Youth Development & School Culture Head, Clinton Hill Middle School
Alma mater: Brown University
Hometown: I was born in Queens, NY. My family moved out to Long Island when I was 2 years old, to a town called Coram. We moved further east on Long Island to East Hampton when I was a teenager, and my family still lives there.
What drew you to Brooklyn Prospect?
I think it’s important for an educational environment to provide information and skills that can easily translate to the real world.
In my eyes, that means teaching kids how to socialize in a diverse environment that gives them the opportunity to encounter and understand ways of living and thinking outside of their own. It also means shifting away from the mindset of controlling kids and, instead, thinking about creating supports, systems and policies that teach independence and self-control.
Quality of education has as much to do with meeting the needs of students on a personal and social level as it does on an academic level. Brooklyn Prospect felt like a good fit for me philosophically as a place to develop children using a balanced and holistic approach.
What does an average day look like for you?
I usually start the day by doing a temperature check – I like to get a sense of where every child is, emotionally, by observing facial expressions and body language. This usually gives me an opportunity to check in before something small becomes a bigger problem and allows me to help specific students have a strong start to their day and build positive momentum.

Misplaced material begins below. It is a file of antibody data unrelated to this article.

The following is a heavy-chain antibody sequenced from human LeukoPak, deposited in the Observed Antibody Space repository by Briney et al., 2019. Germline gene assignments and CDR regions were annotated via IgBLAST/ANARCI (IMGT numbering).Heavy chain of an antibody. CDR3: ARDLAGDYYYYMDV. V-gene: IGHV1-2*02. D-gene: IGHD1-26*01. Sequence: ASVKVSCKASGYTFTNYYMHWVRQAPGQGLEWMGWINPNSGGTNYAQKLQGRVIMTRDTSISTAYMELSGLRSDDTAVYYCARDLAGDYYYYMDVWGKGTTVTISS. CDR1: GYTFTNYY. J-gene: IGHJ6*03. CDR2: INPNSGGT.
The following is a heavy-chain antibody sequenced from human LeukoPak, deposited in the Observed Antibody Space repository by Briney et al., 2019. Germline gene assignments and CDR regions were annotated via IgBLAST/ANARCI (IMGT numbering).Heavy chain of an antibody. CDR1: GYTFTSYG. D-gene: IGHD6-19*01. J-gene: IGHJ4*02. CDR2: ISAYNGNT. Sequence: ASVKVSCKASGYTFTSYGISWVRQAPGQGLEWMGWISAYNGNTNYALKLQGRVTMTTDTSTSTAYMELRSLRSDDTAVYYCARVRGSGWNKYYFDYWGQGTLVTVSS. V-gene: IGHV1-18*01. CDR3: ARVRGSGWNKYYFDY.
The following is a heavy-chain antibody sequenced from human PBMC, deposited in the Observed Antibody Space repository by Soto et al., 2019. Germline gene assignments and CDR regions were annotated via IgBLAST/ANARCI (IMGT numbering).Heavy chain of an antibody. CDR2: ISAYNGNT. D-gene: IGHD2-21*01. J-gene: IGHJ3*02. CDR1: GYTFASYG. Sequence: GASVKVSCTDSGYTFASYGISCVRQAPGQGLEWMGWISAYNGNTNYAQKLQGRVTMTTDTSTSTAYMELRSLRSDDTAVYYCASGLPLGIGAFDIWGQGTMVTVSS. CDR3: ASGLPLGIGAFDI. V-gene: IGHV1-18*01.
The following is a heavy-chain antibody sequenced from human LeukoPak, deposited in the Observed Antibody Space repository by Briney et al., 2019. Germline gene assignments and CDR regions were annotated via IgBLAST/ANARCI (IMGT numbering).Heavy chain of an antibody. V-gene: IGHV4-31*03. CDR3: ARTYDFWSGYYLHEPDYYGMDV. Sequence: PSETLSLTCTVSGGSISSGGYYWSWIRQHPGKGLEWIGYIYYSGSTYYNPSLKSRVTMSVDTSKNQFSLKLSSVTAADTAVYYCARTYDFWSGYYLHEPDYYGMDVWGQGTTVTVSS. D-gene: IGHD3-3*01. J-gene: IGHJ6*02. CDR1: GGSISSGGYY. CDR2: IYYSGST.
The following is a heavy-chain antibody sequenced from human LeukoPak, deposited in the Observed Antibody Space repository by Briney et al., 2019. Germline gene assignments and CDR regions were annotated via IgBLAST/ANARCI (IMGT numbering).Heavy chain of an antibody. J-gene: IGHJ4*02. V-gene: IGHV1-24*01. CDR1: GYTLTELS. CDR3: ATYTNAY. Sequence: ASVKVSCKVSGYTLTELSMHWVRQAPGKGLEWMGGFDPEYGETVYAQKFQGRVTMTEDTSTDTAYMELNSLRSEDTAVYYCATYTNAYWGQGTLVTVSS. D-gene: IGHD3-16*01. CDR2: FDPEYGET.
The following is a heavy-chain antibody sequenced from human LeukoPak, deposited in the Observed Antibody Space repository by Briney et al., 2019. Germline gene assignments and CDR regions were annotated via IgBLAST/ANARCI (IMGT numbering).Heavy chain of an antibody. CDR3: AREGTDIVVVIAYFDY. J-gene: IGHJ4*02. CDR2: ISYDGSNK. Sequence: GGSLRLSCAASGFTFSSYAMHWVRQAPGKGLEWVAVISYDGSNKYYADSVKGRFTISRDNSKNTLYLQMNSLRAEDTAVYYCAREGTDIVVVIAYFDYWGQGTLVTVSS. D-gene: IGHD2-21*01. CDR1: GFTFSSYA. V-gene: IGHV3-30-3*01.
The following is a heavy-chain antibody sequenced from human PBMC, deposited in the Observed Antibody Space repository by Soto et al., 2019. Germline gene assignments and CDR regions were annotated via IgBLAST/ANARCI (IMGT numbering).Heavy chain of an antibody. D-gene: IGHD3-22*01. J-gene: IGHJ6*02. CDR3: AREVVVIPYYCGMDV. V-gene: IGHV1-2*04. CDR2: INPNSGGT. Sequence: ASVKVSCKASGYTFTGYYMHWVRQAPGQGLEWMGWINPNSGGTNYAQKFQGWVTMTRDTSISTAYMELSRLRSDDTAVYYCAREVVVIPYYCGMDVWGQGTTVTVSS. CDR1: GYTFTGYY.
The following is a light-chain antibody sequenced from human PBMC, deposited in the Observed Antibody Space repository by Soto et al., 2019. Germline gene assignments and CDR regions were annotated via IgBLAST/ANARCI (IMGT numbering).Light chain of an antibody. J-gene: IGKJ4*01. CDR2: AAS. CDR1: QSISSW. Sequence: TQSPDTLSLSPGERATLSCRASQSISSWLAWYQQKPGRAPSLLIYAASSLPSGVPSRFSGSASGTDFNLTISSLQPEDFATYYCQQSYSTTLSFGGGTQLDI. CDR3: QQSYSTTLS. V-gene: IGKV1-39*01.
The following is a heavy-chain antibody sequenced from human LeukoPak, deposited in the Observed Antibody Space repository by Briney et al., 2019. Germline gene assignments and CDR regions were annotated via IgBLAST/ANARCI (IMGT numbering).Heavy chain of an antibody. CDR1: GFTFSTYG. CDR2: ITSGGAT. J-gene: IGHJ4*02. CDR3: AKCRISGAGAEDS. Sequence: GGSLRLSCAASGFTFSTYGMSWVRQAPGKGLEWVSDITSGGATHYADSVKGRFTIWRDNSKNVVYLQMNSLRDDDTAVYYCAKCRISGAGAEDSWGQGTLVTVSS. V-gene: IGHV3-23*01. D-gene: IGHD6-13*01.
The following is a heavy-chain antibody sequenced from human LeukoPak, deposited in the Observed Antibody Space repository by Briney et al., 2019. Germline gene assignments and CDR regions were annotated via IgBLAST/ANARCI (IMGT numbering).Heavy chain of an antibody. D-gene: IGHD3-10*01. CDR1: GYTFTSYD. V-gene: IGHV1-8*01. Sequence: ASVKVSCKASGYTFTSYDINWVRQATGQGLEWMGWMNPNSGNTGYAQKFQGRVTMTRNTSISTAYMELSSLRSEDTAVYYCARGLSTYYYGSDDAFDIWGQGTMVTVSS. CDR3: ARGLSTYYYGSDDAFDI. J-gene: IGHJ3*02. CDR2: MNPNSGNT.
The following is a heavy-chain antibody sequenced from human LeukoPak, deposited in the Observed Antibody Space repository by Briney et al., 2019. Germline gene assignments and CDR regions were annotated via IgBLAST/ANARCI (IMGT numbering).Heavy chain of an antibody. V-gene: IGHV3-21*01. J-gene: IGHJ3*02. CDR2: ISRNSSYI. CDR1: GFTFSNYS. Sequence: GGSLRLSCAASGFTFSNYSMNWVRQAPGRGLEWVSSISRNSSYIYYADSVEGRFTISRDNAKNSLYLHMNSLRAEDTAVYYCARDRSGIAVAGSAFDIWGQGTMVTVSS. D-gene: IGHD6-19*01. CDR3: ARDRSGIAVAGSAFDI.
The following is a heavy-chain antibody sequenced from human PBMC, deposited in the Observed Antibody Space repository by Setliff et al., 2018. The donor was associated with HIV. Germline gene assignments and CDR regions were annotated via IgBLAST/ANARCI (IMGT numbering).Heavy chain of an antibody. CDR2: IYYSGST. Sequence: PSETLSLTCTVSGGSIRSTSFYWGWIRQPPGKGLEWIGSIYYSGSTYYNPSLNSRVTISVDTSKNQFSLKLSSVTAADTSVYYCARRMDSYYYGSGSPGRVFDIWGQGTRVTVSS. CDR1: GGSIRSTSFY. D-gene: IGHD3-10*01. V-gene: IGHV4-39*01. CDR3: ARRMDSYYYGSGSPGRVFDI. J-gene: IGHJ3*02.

Once I establish things are settled, I usually check in with my team to make sure any questions/concerns are addressed, and that they have whatever they need to complete their objectives for the day.
Lunch/Recess is typically the busiest time of my day – I’m either doing academic/behavioral intervention, supporting with supervision, or I’m leading some small group enrichment activity such as Martial Arts/Gymnastics, games, or sports.
My afternoons are far less conventional: no two afternoons are the same. For this reason, I try to keep my afternoons free so I am available to teachers, students, or parents who need me in the moment to troubleshoot. My afternoons can consist of everything from observing classes and meeting with teachers, to mediations with groups of students and developing plans to improve grades.
The unpredictable nature of my work keeps it interesting for me, and I genuinely like the process of problem-solving on a daily basis – but I’m still working on finding time to eat every day!
What’s the thing you like most about your job?
Building relationships with kids and helping them navigate situations is the best part of my job. I just find kids to be incredibly interesting! I learn more about them every day, which helps me get better at supporting them. I also tell them that they’re helping me to become a better dad one day!
Would you give any advice to your middle school-age self? If so, what?
I would probably tell my middle school self the same things I tell myself today:
1. “Don’t take yourself too seriously”
2. “Take care of your mind & body”
3. “Being happy is a choice”
Fun fact about yourself
I never planned on working in education – I went to law school and became interested in education after a mentor invited me to a dinner with President Obama.